These photos are from a weekend exploration of the Penokee Hills, the setting for upcoming novel, Mikiwadizi Storms. I wanted to get a feel for this area in order to represent it with sensitivity. These hills are an ancient mountain range, something like the Alps, but worn down over many millennia of erosion. The novel draws on an intense controversy now raging over these hills – mining interests would dig a 24-mile long open pit iron ore mine here. The tribe next door (Bad River Ojibwa) are dead set against it. Many locals support the project, because of the jobs it would bring, and the boost to local economy.
Mikiwadizi Storms is fiction (magical realism, in fact) but it echoes some of the voices engaged in this controversy. In this fictional representation (all names are changed) the mining project moves ahead, ultimately to disastrous results. No doubt this reflects my environmental leaning, but the novel isn’t based on predisposition alone, rather, some good reasons:
- The mining interests, based out of the area, have corrupted (i.e. given campaign contributions to) local political processes and politicians. Certainly they have an interest and should have a voice in the debate, but not that way. I resent their attempts to buy elections.
- There is no example of a mine of this sort that hasn’t been fined for polluting water. The water at stake here is Lake Superior (see photo), holding 10 percent of the worlds fresh water that is above ground and not frozen perpetually. The owners claim this mine will not cause such pollution, but clearly this is unwarranted optimism. I’m reminded of the off-shore, deep-water oil drilling operators, who, until the BP platform exploded in the Gulf of Mexico, believed they could bring oil from the sea bottom through such depths without danger. Optimism is good, but here we need hard-core realism. What is the plan when water polluted in the ore processing seeps into the ground water and makes its way to Lake Superior?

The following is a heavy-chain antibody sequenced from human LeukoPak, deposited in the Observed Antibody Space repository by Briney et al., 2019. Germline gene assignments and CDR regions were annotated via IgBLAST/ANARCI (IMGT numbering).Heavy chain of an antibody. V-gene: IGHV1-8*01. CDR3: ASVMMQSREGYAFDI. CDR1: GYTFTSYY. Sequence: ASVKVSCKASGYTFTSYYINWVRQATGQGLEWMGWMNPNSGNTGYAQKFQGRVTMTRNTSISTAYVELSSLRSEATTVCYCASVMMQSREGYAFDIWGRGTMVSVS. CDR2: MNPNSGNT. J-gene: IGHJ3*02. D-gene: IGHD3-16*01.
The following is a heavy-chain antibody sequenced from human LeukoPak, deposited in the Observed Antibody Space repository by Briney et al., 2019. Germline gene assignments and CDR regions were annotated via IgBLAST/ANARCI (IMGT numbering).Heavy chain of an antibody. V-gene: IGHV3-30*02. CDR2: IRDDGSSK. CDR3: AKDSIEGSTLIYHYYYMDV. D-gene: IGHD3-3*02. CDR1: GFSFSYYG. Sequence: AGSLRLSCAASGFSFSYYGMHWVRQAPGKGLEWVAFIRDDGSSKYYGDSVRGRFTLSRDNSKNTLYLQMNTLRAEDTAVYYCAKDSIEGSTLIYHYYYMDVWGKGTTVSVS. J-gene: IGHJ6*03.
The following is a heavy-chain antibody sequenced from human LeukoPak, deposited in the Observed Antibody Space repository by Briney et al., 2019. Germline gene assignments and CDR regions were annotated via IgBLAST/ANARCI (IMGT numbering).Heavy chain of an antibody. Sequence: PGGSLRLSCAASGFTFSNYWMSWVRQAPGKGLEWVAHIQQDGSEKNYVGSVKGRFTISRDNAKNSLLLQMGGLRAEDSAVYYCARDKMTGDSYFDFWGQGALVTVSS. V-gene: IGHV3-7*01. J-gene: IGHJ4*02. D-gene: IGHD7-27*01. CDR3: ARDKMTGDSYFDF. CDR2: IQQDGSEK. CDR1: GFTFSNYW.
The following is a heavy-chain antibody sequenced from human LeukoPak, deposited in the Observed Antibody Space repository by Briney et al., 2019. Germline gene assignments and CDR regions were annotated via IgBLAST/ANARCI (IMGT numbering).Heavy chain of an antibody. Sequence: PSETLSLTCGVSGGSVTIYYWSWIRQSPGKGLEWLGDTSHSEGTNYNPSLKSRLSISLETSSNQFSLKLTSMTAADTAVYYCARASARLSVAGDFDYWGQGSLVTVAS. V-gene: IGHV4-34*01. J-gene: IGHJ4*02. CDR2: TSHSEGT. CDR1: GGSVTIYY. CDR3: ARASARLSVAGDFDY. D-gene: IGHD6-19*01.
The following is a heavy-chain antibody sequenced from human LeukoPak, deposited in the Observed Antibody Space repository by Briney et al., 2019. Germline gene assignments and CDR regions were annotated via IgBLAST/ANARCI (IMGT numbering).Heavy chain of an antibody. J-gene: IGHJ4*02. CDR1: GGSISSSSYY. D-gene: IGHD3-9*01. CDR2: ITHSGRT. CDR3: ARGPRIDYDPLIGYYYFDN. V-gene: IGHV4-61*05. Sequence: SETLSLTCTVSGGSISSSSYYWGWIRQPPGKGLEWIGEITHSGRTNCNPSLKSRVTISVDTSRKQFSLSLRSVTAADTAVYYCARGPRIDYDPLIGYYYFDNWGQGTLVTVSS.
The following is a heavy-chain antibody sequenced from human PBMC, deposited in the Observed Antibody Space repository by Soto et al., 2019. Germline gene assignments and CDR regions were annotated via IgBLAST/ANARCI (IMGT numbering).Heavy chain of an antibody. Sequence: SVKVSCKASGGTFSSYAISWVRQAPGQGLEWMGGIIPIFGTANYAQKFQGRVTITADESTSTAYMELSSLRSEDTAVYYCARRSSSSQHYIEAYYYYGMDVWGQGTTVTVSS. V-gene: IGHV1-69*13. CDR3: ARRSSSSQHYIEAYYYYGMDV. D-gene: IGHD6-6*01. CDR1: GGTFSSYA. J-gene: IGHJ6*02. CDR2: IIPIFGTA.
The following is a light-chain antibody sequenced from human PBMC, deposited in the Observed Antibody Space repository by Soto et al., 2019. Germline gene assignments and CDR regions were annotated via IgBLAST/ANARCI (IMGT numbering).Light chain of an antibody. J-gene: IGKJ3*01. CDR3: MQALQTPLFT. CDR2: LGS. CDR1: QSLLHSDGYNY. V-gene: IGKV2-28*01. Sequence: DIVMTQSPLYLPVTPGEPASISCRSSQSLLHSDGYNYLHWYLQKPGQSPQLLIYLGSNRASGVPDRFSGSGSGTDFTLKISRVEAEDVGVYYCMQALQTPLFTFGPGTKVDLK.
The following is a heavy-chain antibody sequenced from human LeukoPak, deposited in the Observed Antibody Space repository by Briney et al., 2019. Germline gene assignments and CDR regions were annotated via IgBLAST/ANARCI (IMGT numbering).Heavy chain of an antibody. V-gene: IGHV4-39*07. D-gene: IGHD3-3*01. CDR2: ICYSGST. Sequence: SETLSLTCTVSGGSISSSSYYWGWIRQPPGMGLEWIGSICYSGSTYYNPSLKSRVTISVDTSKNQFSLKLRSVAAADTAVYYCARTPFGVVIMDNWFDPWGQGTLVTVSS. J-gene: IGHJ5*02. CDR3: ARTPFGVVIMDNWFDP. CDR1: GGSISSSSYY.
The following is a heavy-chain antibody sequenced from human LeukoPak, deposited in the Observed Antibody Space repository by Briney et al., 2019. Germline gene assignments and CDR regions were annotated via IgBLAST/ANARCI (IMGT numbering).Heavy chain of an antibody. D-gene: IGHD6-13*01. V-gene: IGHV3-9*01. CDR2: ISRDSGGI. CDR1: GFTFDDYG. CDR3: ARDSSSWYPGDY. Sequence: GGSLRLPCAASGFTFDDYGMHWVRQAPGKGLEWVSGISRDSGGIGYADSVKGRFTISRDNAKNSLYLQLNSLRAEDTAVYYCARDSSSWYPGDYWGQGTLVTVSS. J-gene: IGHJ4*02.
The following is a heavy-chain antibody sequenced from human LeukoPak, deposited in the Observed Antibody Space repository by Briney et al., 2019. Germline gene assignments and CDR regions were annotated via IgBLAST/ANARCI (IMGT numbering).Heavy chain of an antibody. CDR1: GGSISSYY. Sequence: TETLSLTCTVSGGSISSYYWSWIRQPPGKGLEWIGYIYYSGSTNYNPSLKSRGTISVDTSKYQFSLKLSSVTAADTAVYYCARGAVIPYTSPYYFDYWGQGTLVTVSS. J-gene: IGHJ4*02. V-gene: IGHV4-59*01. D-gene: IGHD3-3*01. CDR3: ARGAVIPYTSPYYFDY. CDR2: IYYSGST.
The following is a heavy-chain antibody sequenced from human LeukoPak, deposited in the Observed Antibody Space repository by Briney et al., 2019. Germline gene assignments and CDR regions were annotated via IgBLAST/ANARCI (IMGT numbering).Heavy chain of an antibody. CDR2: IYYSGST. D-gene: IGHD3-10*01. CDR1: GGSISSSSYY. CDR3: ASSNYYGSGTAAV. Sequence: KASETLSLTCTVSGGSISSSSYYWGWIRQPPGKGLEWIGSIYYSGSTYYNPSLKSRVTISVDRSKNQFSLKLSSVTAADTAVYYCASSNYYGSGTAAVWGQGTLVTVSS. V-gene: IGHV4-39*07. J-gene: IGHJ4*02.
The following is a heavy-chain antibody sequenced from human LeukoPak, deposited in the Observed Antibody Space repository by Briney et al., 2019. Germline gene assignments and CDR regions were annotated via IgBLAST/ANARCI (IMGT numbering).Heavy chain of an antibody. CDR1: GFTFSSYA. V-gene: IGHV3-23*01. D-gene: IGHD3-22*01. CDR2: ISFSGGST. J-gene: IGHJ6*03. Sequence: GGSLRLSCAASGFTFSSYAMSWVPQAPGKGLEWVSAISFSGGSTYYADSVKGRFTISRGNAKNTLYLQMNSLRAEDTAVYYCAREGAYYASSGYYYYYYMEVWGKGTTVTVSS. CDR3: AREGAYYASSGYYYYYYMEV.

- The local benefits (jobs and boost to the economy) are short term and unsustainable. Isn’t it time we committed to sustainable use (and renewal) of resources? Clearly we (or our descendants) will do this one day and clearly the transition gets more difficult the longer we postpone.
Some characters in Mikiwadizi Storms advocate for the mine; others against it. There are many more arguments that presented here, but you’ll have to wait for the novel to be released (September, if all continues to go well) to read them.